After that it’s time for the long lonely hours hunched at the computer, listening to the same scene over and over again as you tweak the timing of the dialogue, move that one footstep that doesn’t fit quite right, and adjusting the volume of the music. Yes it’s long and lonely work, but you begin to see the light at the end of the tunnel. Your masterpiece is taking shape, line by line, scene by scene.

It Lives!

So after at least the 30th “final draft” mixdown, you’ve listened to your show on every set of speakers and headphones available to you, and you’ve even given it a run in through the car stereo for good measure. Your audio drama is finished, and it’s ready for the world to hear it.

So… considering all the work you’ve just poured into this show, would you be being unreasonable if you were to charge, say, £1 or $1 for it?

At face value, absolutely not. BUT, (and this is a big BUT) should you charge anything at all for it?

Firstly, you need to ask yourself what your end game is in Audio Drama, what are you looking to achieve? And will charging a per episode fee help or hinder those ambitions?

If the folks at We’re Alive had charged $1 per episode when they came out the gate in 2009, do you think they’d now have total download figures in excess of 20,000,000? Do you think they’d have a fanbase that enabled them to raise over $30,000 in two weeks in their recent Kickstarter campaign? Unlikely.

If we turn back to your own show, let’s say (and this is an optimistic estimation) you get one paying customer for every 100 free downloads you have. Instead of the opportunity to impact hundreds, maybe thousands of people with your content, you have made $5 after a few months.

Will this pay your rent, or put food on the table? No.

Can you use it to pay your talent? No.

$5 after a few months probably doesn’t even cover your hosting costs. So what have you actually achieved here? You’ve simply spent a huge deal of time, energy, and passion, creating something that only a handful of people will ever hear.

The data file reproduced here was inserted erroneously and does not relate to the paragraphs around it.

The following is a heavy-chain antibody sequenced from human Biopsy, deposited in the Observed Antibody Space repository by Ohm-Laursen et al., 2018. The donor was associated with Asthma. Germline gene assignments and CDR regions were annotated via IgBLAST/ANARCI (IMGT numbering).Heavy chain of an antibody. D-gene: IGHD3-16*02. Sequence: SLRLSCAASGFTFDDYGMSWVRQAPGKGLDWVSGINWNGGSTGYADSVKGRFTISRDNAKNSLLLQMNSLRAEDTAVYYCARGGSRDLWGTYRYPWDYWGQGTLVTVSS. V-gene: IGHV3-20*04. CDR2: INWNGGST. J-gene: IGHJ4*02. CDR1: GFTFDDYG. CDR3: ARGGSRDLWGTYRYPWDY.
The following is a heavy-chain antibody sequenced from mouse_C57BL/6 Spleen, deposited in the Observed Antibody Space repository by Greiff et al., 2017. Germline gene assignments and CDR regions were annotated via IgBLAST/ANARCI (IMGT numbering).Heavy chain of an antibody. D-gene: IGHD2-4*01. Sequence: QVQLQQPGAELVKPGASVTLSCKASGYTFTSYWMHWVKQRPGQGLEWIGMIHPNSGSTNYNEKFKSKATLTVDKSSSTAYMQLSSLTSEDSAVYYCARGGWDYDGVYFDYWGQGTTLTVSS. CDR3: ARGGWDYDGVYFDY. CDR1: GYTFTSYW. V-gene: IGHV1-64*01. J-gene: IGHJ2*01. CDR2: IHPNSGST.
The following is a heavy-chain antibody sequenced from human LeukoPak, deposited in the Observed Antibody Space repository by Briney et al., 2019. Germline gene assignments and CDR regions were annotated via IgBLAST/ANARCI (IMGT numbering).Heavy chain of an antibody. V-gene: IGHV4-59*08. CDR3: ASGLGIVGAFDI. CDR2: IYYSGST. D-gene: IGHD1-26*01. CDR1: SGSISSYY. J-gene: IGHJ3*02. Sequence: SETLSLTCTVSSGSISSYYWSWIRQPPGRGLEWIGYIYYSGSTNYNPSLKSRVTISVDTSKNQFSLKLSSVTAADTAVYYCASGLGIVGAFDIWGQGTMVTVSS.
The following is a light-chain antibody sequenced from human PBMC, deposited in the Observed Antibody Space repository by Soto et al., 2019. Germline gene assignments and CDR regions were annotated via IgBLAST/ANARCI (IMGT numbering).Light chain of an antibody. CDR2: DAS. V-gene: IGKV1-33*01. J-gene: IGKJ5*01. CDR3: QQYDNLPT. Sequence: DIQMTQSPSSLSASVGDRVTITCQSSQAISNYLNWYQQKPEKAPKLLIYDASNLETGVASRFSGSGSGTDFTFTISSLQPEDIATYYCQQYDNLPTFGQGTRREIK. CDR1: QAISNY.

Even if people were prepared to pay for Audio Dramas, we still don’t have the numbers required to earn a living from it. How many of your listeners are Audio Drama creators themselves? Quite a lot I’d wager. So if we we’re charging for shows, we’d actually just be passing the same £1 or $1 back and forward, and nobody would actually be any better off.

I am absolutely 100% pro-monetization, and for the opportunity for creators to be financially rewarded for their work. But I think that will be achieved through the impact you can have on people because of the content you have created. Win over new listeners, entertain them, hook them, build relationships with them. Those roots will run much deeper and stronger than anything you’ll achieve by charging a fee for the privilege of listening to your show.

Build slowly, patiently, and in time your audience will be fanatical about your story world. Once this happens, who knows? You might have the opportunity to run some short adverts before each episode, or to write and sell an eBook with some written tales from your world. You can create and sell t-shirts, posters, series extras as premium content, or set up affiliate links to books and films in the same genre as your story.

In summary, don’t be fooled into the false economy of charging for your episodes. You have great stories to tell, and they deserve to be heard. If you want to make $5, you can make that by selling pizzas, or mowing someone’s lawn.

And as Audio Dramatists we have the opportunity to achieve so much more.